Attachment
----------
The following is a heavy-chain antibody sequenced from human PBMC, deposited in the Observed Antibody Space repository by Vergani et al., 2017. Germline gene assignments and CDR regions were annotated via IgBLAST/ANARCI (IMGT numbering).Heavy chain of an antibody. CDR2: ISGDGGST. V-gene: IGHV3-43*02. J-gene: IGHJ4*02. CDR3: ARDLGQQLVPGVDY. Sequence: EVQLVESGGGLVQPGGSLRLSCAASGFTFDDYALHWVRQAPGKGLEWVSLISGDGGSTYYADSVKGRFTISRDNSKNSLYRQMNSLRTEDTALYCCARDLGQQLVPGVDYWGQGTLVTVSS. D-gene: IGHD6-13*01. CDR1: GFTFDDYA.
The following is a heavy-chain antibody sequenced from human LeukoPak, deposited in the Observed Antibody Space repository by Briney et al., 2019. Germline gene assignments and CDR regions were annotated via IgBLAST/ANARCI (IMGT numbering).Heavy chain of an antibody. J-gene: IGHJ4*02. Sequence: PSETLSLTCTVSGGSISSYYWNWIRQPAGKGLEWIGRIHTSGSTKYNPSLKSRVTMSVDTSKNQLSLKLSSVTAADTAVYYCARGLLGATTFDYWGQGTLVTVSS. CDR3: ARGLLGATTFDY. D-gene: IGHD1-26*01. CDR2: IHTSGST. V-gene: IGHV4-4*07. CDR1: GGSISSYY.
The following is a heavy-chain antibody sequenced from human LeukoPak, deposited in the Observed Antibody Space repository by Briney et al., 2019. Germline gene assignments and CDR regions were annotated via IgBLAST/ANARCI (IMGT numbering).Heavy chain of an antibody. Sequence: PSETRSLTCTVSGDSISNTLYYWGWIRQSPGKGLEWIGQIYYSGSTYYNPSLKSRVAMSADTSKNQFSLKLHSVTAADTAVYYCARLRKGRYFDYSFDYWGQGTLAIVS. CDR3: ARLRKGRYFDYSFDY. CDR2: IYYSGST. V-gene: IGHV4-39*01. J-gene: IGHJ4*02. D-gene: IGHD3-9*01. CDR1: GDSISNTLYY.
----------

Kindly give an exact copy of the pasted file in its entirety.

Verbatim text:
The following is a heavy-chain antibody sequenced from human PBMC, deposited in the Observed Antibody Space repository by Vergani et al., 2017. Germline gene assignments and CDR regions were annotated via IgBLAST/ANARCI (IMGT numbering).Heavy chain of an antibody. CDR2: ISGDGGST. V-gene: IGHV3-43*02. J-gene: IGHJ4*02. CDR3: ARDLGQQLVPGVDY. Sequence: EVQLVESGGGLVQPGGSLRLSCAASGFTFDDYALHWVRQAPGKGLEWVSLISGDGGSTYYADSVKGRFTISRDNSKNSLYRQMNSLRTEDTALYCCARDLGQQLVPGVDYWGQGTLVTVSS. D-gene: IGHD6-13*01. CDR1: GFTFDDYA.
The following is a heavy-chain antibody sequenced from human LeukoPak, deposited in the Observed Antibody Space repository by Briney et al., 2019. Germline gene assignments and CDR regions were annotated via IgBLAST/ANARCI (IMGT numbering).Heavy chain of an antibody. J-gene: IGHJ4*02. Sequence: PSETLSLTCTVSGGSISSYYWNWIRQPAGKGLEWIGRIHTSGSTKYNPSLKSRVTMSVDTSKNQLSLKLSSVTAADTAVYYCARGLLGATTFDYWGQGTLVTVSS. CDR3: ARGLLGATTFDY. D-gene: IGHD1-26*01. CDR2: IHTSGST. V-gene: IGHV4-4*07. CDR1: GGSISSYY.
The following is a heavy-chain antibody sequenced from human LeukoPak, deposited in the Observed Antibody Space repository by Briney et al., 2019. Germline gene assignments and CDR regions were annotated via IgBLAST/ANARCI (IMGT numbering).Heavy chain of an antibody. Sequence: PSETRSLTCTVSGDSISNTLYYWGWIRQSPGKGLEWIGQIYYSGSTYYNPSLKSRVAMSADTSKNQFSLKLHSVTAADTAVYYCARLRKGRYFDYSFDYWGQGTLAIVS. CDR3: ARLRKGRYFDYSFDY. CDR2: IYYSGST. V-gene: IGHV4-39*01. J-gene: IGHJ4*02. D-gene: IGHD3-9*01. CDR1: GDSISNTLYY.